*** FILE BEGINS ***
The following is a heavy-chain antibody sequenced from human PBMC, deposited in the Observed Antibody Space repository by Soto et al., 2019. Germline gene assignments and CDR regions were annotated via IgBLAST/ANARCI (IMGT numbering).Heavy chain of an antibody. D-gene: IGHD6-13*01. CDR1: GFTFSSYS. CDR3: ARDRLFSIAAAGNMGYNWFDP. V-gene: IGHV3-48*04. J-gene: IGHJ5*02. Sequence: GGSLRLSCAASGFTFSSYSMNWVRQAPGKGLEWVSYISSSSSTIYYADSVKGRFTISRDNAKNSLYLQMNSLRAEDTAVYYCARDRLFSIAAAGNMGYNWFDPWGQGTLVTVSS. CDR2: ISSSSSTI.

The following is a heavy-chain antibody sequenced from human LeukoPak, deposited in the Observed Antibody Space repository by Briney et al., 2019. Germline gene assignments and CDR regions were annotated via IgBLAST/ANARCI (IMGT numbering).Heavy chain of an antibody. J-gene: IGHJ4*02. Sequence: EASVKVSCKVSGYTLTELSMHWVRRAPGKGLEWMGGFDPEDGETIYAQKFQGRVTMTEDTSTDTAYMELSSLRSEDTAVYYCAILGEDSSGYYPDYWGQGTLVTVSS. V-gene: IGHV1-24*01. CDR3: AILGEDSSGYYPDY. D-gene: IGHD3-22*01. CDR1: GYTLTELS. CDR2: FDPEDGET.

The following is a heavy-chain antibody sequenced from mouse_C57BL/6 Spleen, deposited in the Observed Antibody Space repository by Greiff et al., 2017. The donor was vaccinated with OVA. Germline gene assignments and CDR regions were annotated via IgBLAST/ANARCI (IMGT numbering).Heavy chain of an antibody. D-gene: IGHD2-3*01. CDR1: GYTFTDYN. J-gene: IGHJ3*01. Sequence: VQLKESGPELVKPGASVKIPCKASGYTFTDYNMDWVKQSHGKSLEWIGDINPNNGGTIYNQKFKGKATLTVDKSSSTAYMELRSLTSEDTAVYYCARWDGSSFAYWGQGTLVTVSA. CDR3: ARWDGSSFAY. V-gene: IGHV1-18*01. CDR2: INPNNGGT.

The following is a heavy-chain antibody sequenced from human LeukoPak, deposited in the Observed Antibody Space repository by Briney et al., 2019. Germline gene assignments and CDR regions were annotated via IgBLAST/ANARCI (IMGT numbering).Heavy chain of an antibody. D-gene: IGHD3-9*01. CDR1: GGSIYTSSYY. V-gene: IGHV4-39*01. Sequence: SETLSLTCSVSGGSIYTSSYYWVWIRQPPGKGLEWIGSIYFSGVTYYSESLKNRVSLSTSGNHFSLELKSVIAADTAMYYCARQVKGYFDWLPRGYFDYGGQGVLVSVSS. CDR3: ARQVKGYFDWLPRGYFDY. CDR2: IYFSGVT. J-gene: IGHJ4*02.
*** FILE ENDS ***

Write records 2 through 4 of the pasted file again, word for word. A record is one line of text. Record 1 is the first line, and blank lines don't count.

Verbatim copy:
The following is a heavy-chain antibody sequenced from human LeukoPak, deposited in the Observed Antibody Space repository by Briney et al., 2019. Germline gene assignments and CDR regions were annotated via IgBLAST/ANARCI (IMGT numbering).Heavy chain of an antibody. J-gene: IGHJ4*02. Sequence: EASVKVSCKVSGYTLTELSMHWVRRAPGKGLEWMGGFDPEDGETIYAQKFQGRVTMTEDTSTDTAYMELSSLRSEDTAVYYCAILGEDSSGYYPDYWGQGTLVTVSS. V-gene: IGHV1-24*01. CDR3: AILGEDSSGYYPDY. D-gene: IGHD3-22*01. CDR1: GYTLTELS. CDR2: FDPEDGET.

The following is a heavy-chain antibody sequenced from mouse_C57BL/6 Spleen, deposited in the Observed Antibody Space repository by Greiff et al., 2017. The donor was vaccinated with OVA. Germline gene assignments and CDR regions were annotated via IgBLAST/ANARCI (IMGT numbering).Heavy chain of an antibody. D-gene: IGHD2-3*01. CDR1: GYTFTDYN. J-gene: IGHJ3*01. Sequence: VQLKESGPELVKPGASVKIPCKASGYTFTDYNMDWVKQSHGKSLEWIGDINPNNGGTIYNQKFKGKATLTVDKSSSTAYMELRSLTSEDTAVYYCARWDGSSFAYWGQGTLVTVSA. CDR3: ARWDGSSFAY. V-gene: IGHV1-18*01. CDR2: INPNNGGT.

The following is a heavy-chain antibody sequenced from human LeukoPak, deposited in the Observed Antibody Space repository by Briney et al., 2019. Germline gene assignments and CDR regions were annotated via IgBLAST/ANARCI (IMGT numbering).Heavy chain of an antibody. D-gene: IGHD3-9*01. CDR1: GGSIYTSSYY. V-gene: IGHV4-39*01. Sequence: SETLSLTCSVSGGSIYTSSYYWVWIRQPPGKGLEWIGSIYFSGVTYYSESLKNRVSLSTSGNHFSLELKSVIAADTAMYYCARQVKGYFDWLPRGYFDYGGQGVLVSVSS. CDR3: ARQVKGYFDWLPRGYFDY. CDR2: IYFSGVT. J-gene: IGHJ4*02.